Obviously YES. But be careful with your choice. There are certain situations where one type of campaign is more appropriate than the other. For instance, it’s unwise to run a Smart Shopping campaign with niche products. In this case, Google might not have enough data to maximize your conversions.
Keep in mind that Google has officially stated they actually prioritize Smart Campaign over regular campaigns if you’re advertising for the same products.
Google Smart Shopping best practices
Below are some expert tips that you can apply to get the most out of your campaigns.
Don’t rush to see big changes right away
Since this is an automated procedure, Google primarily relies on the data generated from your campaign. As a result, when you first start out or make big modifications to your ads, Google needs time to readjust, and this is called the learning period.
Hence, don’t freak out if you don’t notice an immediate performance change, Google is simply learning the new data to figure out how to optimize your campaign based on the new settings.
Start with one product category only
If you start running the smart campaign with all the products that you have, it can get a little risky for two reasons.
First, you have little or zero experience running the new campaign type. Secondly, if the revenue doesn’t come up to your expectations, you can’t tell exactly what causes the failure.
On that account, you’d better pick out one product category to try first. It’s advisable to pick products that are not performing well in your standard campaign and put them in the smart one to see if there is an increase in performance.
Take advantage of remarketing
Needless to say, it is a great practice to integrate remarketing lists with your Smart Shopping campaigns and to add new users to that lists on a regular basis.
To get the best coverage for your advertisements, you must have at least 100 active users or visits in the previous 30 days, as well as a new user in the last two days.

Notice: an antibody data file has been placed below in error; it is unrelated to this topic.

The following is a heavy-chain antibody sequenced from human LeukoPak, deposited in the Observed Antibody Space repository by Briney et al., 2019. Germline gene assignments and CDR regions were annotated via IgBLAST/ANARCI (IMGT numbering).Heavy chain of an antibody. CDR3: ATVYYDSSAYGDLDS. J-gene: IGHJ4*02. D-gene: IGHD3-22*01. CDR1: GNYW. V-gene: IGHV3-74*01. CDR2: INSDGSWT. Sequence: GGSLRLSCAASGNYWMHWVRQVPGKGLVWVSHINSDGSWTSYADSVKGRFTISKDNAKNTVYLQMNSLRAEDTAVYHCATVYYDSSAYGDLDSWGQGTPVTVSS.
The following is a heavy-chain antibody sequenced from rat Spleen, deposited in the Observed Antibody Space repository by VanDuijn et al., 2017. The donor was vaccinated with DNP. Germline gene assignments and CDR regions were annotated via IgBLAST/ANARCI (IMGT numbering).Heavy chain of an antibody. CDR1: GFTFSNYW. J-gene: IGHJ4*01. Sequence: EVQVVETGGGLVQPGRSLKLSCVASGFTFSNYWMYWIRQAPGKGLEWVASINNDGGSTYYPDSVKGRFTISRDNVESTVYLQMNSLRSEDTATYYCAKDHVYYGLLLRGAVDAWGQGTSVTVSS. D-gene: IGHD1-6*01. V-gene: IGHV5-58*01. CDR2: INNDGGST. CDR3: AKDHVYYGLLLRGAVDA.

Optimize your budget
In order to keep your total expenditure consistent with your Standard Shopping campaign, you should create a budget for your Smart Shopping campaign based on the combined historical daily cost of your current Standard Shopping and Display remarketing campaigns.
In addition, don’t raise or lower your budget too drastically. Google uses machine learning, not human. It needs time to get used to the new budget. The more changes you make, the more time it takes to adapt.
Choose the right bidding strategy
Since Google Smart Shopping campaign uses the automated bidding strategy, the only way you can influence the bidding is by setting target ROAS.
You DON’T need to set target ROAS in order to get results from the smart campaign.
However, paying attention to this could give you a little edge over the competitors.
According to Google, you should not set Target ROAS from the beginning since this action could hinder the learning process of the search engine.
Once you have some orders and conversions, it’s the perfect time to set ROAS. But, remember to keep it a little below your actual expectation. For instance, you’re expecting to receive 470% ROAS, you should leave it as 450-460%.
Why? Selecting a target that is lower than your baseline will always work, but setting a target that is more aggressive might cause some issues. In the case above, if I set a target of 500% or higher, it’s very likely that Google may cease showing my advertisements since it can’t make 500% work.
Don’t use the same product image as your regular Shopping campaigns
For standard Shopping ads, it is advisable to shoot your products on a white background. But for Smart Shopping it is another story.
Because Smart Shopping is a display campaign, your assets should be creative and eye-catching enough for viewers to click on and buy stuff.
Make sure to prepare a collection of good photos and banners before setting up Google Smart Shopping. Or if your campaigns are already running but the results are not up to your expectations, consider changing the images.
Wait at least 30-45 days before examining the data and forming conclusions. If you like what you see, you may continue to add product groupings until you have included the whole product catalog. If not, figure out what isn’t working and where you can make modifications.
It’s possible that your headlines, ad wording, or graphics need to be updated. Another diagnostic method is to examine your rivals’ prices and see how you compare or whether your discount strategy needs to be adjusted.
To summarize, Google Smart Shopping is a way Google gives us a chance to sell on their platform with minimum effort. However, more machine learning doesn’t necessarily mean higher revenue.
It’s all about trying different methods and running A/B tests to find out what suits you and your business best.